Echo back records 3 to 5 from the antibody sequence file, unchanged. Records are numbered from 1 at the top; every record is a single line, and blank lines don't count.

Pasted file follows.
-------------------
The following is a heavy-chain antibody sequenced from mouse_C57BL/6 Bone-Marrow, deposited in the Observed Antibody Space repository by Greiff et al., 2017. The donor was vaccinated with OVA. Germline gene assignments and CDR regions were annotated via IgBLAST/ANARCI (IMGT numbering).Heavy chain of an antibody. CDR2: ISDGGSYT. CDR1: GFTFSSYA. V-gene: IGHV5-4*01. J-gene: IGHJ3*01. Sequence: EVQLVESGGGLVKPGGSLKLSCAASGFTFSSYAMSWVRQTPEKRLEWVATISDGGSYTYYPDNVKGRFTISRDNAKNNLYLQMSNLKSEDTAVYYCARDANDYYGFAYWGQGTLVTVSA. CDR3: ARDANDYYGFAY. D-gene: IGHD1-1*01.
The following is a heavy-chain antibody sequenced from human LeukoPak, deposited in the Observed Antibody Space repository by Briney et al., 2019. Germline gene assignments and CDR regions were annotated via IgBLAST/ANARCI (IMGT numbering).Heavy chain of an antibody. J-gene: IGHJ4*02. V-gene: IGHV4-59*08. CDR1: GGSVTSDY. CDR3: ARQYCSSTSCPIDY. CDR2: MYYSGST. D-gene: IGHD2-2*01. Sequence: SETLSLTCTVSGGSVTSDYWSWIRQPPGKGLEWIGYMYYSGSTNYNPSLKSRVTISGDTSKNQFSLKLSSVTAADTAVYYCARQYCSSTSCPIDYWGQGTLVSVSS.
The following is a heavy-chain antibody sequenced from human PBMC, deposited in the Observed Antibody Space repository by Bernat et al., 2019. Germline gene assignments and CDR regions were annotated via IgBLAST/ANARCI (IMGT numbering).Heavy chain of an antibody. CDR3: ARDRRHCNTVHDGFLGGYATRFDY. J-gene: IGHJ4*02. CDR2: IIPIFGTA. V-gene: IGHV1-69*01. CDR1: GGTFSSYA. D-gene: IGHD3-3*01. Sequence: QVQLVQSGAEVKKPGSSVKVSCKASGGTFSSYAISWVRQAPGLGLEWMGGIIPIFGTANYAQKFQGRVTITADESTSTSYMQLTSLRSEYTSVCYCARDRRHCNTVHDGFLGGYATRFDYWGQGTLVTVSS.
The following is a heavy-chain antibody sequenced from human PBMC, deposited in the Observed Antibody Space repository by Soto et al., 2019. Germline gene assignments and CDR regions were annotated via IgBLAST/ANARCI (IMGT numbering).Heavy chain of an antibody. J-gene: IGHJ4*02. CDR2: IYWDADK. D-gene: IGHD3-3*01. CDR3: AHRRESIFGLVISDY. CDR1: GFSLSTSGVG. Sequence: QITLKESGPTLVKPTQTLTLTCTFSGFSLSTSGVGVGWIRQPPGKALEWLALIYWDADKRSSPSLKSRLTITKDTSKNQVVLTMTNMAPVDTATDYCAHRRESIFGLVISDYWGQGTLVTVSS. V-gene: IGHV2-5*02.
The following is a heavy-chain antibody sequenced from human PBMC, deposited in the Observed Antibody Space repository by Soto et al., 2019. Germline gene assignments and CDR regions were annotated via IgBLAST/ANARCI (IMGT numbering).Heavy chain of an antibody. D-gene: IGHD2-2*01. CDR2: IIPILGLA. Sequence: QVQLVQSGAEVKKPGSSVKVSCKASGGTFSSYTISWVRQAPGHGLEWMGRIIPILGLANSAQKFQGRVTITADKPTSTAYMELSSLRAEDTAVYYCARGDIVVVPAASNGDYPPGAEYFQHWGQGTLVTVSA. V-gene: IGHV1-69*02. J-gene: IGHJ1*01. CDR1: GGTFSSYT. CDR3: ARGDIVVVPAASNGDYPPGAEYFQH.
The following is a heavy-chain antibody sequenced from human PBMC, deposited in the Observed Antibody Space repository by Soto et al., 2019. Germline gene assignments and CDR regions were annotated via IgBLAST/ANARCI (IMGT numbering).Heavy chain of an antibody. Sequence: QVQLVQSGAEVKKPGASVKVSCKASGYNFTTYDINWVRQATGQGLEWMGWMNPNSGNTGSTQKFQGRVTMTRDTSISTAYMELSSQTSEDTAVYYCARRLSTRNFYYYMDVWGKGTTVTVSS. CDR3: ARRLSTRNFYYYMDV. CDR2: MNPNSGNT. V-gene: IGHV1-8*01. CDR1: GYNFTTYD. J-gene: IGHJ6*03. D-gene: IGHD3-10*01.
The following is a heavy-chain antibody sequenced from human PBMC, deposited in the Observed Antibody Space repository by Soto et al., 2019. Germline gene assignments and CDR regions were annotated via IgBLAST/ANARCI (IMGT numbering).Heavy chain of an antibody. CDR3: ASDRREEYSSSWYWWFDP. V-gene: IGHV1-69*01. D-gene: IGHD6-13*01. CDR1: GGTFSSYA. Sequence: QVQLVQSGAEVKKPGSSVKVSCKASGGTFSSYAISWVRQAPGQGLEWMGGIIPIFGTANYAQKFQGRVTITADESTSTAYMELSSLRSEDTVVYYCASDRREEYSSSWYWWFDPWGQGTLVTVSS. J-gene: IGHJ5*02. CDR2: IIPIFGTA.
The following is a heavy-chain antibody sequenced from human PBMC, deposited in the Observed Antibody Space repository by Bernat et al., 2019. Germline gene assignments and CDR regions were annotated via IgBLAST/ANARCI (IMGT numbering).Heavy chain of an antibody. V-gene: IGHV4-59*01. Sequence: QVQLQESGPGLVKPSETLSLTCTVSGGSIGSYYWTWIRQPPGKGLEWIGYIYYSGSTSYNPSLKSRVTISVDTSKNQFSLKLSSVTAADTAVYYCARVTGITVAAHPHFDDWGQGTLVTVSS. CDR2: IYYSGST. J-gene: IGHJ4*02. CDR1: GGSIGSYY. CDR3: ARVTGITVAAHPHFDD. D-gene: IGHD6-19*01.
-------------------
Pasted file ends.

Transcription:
The following is a heavy-chain antibody sequenced from human PBMC, deposited in the Observed Antibody Space repository by Bernat et al., 2019. Germline gene assignments and CDR regions were annotated via IgBLAST/ANARCI (IMGT numbering).Heavy chain of an antibody. CDR3: ARDRRHCNTVHDGFLGGYATRFDY. J-gene: IGHJ4*02. CDR2: IIPIFGTA. V-gene: IGHV1-69*01. CDR1: GGTFSSYA. D-gene: IGHD3-3*01. Sequence: QVQLVQSGAEVKKPGSSVKVSCKASGGTFSSYAISWVRQAPGLGLEWMGGIIPIFGTANYAQKFQGRVTITADESTSTSYMQLTSLRSEYTSVCYCARDRRHCNTVHDGFLGGYATRFDYWGQGTLVTVSS.
The following is a heavy-chain antibody sequenced from human PBMC, deposited in the Observed Antibody Space repository by Soto et al., 2019. Germline gene assignments and CDR regions were annotated via IgBLAST/ANARCI (IMGT numbering).Heavy chain of an antibody. J-gene: IGHJ4*02. CDR2: IYWDADK. D-gene: IGHD3-3*01. CDR3: AHRRESIFGLVISDY. CDR1: GFSLSTSGVG. Sequence: QITLKESGPTLVKPTQTLTLTCTFSGFSLSTSGVGVGWIRQPPGKALEWLALIYWDADKRSSPSLKSRLTITKDTSKNQVVLTMTNMAPVDTATDYCAHRRESIFGLVISDYWGQGTLVTVSS. V-gene: IGHV2-5*02.
The following is a heavy-chain antibody sequenced from human PBMC, deposited in the Observed Antibody Space repository by Soto et al., 2019. Germline gene assignments and CDR regions were annotated via IgBLAST/ANARCI (IMGT numbering).Heavy chain of an antibody. D-gene: IGHD2-2*01. CDR2: IIPILGLA. Sequence: QVQLVQSGAEVKKPGSSVKVSCKASGGTFSSYTISWVRQAPGHGLEWMGRIIPILGLANSAQKFQGRVTITADKPTSTAYMELSSLRAEDTAVYYCARGDIVVVPAASNGDYPPGAEYFQHWGQGTLVTVSA. V-gene: IGHV1-69*02. J-gene: IGHJ1*01. CDR1: GGTFSSYT. CDR3: ARGDIVVVPAASNGDYPPGAEYFQH.